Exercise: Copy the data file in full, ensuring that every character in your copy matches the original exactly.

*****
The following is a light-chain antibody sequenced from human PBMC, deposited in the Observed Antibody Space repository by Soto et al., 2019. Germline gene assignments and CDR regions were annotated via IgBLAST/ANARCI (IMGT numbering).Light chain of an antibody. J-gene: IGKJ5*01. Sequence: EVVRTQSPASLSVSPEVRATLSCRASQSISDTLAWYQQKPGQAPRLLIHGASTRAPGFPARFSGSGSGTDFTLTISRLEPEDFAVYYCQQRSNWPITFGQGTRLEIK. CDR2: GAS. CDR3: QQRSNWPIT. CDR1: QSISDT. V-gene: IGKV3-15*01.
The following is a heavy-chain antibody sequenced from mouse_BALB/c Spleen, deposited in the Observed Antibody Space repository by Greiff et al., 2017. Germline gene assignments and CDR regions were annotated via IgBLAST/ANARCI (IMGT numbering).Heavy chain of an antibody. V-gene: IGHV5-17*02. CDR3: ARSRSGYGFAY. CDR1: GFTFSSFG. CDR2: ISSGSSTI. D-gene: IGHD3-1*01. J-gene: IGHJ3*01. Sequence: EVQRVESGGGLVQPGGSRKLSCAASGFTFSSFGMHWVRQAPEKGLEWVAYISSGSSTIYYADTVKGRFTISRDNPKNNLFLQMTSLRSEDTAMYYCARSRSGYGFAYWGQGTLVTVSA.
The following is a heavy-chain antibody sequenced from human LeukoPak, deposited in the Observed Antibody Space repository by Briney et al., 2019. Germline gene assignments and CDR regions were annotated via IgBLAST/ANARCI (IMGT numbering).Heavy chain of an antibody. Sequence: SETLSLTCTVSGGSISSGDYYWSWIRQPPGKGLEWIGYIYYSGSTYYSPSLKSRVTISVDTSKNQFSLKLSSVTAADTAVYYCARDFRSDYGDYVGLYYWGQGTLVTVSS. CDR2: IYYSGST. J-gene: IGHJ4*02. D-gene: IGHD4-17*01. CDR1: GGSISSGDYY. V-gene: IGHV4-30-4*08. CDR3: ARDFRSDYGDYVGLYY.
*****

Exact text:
The following is a light-chain antibody sequenced from human PBMC, deposited in the Observed Antibody Space repository by Soto et al., 2019. Germline gene assignments and CDR regions were annotated via IgBLAST/ANARCI (IMGT numbering).Light chain of an antibody. J-gene: IGKJ5*01. Sequence: EVVRTQSPASLSVSPEVRATLSCRASQSISDTLAWYQQKPGQAPRLLIHGASTRAPGFPARFSGSGSGTDFTLTISRLEPEDFAVYYCQQRSNWPITFGQGTRLEIK. CDR2: GAS. CDR3: QQRSNWPIT. CDR1: QSISDT. V-gene: IGKV3-15*01.
The following is a heavy-chain antibody sequenced from mouse_BALB/c Spleen, deposited in the Observed Antibody Space repository by Greiff et al., 2017. Germline gene assignments and CDR regions were annotated via IgBLAST/ANARCI (IMGT numbering).Heavy chain of an antibody. V-gene: IGHV5-17*02. CDR3: ARSRSGYGFAY. CDR1: GFTFSSFG. CDR2: ISSGSSTI. D-gene: IGHD3-1*01. J-gene: IGHJ3*01. Sequence: EVQRVESGGGLVQPGGSRKLSCAASGFTFSSFGMHWVRQAPEKGLEWVAYISSGSSTIYYADTVKGRFTISRDNPKNNLFLQMTSLRSEDTAMYYCARSRSGYGFAYWGQGTLVTVSA.
The following is a heavy-chain antibody sequenced from human LeukoPak, deposited in the Observed Antibody Space repository by Briney et al., 2019. Germline gene assignments and CDR regions were annotated via IgBLAST/ANARCI (IMGT numbering).Heavy chain of an antibody. Sequence: SETLSLTCTVSGGSISSGDYYWSWIRQPPGKGLEWIGYIYYSGSTYYSPSLKSRVTISVDTSKNQFSLKLSSVTAADTAVYYCARDFRSDYGDYVGLYYWGQGTLVTVSS. CDR2: IYYSGST. J-gene: IGHJ4*02. D-gene: IGHD4-17*01. CDR1: GGSISSGDYY. V-gene: IGHV4-30-4*08. CDR3: ARDFRSDYGDYVGLYY.